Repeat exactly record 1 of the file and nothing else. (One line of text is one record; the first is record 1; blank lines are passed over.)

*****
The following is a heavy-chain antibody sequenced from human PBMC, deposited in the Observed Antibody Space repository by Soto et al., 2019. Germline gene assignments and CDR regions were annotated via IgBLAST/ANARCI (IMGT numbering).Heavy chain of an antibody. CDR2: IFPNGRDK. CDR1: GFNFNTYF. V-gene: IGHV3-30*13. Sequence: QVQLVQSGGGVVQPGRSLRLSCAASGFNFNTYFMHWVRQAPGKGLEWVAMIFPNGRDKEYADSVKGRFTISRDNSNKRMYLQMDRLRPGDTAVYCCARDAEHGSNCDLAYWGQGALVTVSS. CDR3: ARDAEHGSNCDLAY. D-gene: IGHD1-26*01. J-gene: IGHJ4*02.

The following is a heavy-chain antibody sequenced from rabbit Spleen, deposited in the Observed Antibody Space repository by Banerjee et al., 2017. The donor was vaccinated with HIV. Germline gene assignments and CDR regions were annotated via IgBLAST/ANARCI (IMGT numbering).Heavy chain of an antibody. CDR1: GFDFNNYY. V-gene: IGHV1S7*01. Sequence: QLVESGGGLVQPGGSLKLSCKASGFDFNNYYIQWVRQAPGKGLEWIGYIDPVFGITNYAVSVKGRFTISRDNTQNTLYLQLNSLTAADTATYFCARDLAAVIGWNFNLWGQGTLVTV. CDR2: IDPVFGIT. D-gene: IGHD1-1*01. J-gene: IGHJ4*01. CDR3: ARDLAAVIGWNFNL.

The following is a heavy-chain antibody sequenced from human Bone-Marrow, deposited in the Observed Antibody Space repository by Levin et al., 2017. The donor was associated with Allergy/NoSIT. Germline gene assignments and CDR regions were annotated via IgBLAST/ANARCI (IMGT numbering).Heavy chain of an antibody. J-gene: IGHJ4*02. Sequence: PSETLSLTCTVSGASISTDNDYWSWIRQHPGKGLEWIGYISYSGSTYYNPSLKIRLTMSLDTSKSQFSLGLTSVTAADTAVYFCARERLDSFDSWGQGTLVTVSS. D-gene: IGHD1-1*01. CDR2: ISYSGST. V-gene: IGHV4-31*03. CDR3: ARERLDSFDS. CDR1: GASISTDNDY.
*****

The following is a heavy-chain antibody sequenced from human PBMC, deposited in the Observed Antibody Space repository by Soto et al., 2019. Germline gene assignments and CDR regions were annotated via IgBLAST/ANARCI (IMGT numbering).Heavy chain of an antibody. CDR2: IFPNGRDK. CDR1: GFNFNTYF. V-gene: IGHV3-30*13. Sequence: QVQLVQSGGGVVQPGRSLRLSCAASGFNFNTYFMHWVRQAPGKGLEWVAMIFPNGRDKEYADSVKGRFTISRDNSNKRMYLQMDRLRPGDTAVYCCARDAEHGSNCDLAYWGQGALVTVSS. CDR3: ARDAEHGSNCDLAY. D-gene: IGHD1-26*01. J-gene: IGHJ4*02.